Microsoft's plans for voice, touch and gesture-activated controls extend beyond Xbox Kinect and Windows Phone 7.
Xbox Kinect and Windows Phone 7 are just the beginning of Microsoft's push
into natural user interfaces, according to discussions with company executives.
Plans include baking touch, gesture and voice-activated technology into
products ranging from video games to vehicles.
Ilya Bukshteyn, senior director of marketing for Microsoft Tellme, told
eWEEK during a Dec. 1 meeting in New York City
that speech represented one of Microsoft's "key initiatives,"
although it remains "a little more nascent than the cloud."
Microsoft's new Kinect hands-free controller leverages a 3D camera to
transcribe the player's body movements onto their on-screen avatar, and it also
includes a substantial voice-activated element: Whether shouting commands to a
character in an Xbox game, or telling a movie to pause or fast-forward, the
spoken word represents a sizable element of the user interface. Meanwhile, some
20 percent of Bing Mobile searches are conducted via voice.
"Speech is this common key ingredient in NUI
[natural user interface]," Bukshteyn said. Microsoft's new Windows Phone 7
also heavily leverages speech in its search and features.
He predicted a timeframe of "two to three years" before voice
becomes a more ubiquitous factor in both the consumer and enterprise space. For
the latter, he suggested that voice, touch and gesture would operate in unison
through devices ranging from tablets to whiteboard-style screens. That being
said, he also declined to comment on any specific initiatives under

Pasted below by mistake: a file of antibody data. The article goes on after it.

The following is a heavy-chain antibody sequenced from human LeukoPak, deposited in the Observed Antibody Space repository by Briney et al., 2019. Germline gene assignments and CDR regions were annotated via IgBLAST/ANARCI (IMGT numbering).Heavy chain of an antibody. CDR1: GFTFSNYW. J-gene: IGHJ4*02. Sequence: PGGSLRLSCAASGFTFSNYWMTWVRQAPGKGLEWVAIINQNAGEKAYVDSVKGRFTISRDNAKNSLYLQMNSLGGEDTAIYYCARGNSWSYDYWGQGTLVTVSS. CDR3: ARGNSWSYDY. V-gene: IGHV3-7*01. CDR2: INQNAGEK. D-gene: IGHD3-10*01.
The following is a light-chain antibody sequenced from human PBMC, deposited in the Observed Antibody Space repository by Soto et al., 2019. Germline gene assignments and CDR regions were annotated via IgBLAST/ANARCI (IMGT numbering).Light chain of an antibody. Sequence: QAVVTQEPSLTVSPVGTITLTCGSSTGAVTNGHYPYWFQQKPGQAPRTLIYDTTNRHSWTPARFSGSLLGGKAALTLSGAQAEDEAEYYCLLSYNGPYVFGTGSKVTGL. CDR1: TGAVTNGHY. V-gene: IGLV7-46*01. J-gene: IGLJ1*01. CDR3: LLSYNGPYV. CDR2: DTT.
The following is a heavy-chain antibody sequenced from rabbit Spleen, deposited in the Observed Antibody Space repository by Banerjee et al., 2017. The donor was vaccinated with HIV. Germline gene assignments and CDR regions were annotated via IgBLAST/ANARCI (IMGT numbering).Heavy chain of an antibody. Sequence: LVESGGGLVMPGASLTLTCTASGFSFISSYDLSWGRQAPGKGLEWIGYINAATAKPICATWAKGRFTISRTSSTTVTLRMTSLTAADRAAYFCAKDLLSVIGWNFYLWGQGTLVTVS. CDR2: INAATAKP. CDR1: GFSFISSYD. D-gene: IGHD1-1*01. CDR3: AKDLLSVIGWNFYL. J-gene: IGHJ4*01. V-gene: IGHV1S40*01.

"Cloud is an enabler of NUI,"
Bukshteyn added, suggesting that data from Bing and other venues was helping
refine those technologies.
Microsoft first announced its
acquisition of Tellme Networks in 2007, in order to buttress its
voice-technology offerings for devices and services. "We see voice and
speech recognition as ways to improve interaction with productivity software,"
Jeff Raikes, then president of the Microsoft Business Division, wrote in a
statement at the time. "People are on the go. They want the ability to use
voice as a way to interface-whether it is to access information or connect with
Previous to the acquisition, Tellme Networks was a privately held company
with 320 employees and customers such as UPS,
American Airlines and FedEx. Microsoft initially intended its new acquisition's
assets to buttress its Unified Communications products, in addition to phones
and other devices.
Microsoft recently acquired Canesta, a maker of 3D-image sensor chips and
camera modules that can be embedded in a variety of consumer products,
including laptops and vehicle dashboards. The recent popularity of Kinect-the
controller reportedly sold 2.5 million units within its first 25 days of
release-will likely compel Microsoft to leverage that 3D technology toward
other devices and applications.
Not content to wait for Microsoft and its manufacturing partners to innovate
further on gesture technology, a number of tech pros and tinkerers have
modified Kinect's 3D camera for non-gaming functions, including painting 3D
images in midair and controlling robots.
After making some initial sounds of disapproval, Microsoft moved to embrace
that tinkering. "The first thing to talk about is that Kinect was not
actually hacked," Alex Kipman, Microsoft's director of incubation for
during a Nov. 19 interview with NPR. "Someone wrote an open-source
driver for PCs that essentially opens the USB
connection, which we didn't protect by design, and reads the inputs from the
In the meantime, Microsoft seemingly plans for natural user interfaces to
play a major part in its future road map.
Nicholas Kolakowski is a staff editor at eWEEK, covering Microsoft and other companies in the enterprise space, as well as evolving technology such as tablet PCs. His work has appeared in The Washington Post, Playboy, WebMD, AARP the Magazine, AutoWeek, Washington City Paper, Trader Monthly, and Private Air. He lives in Brooklyn, New York.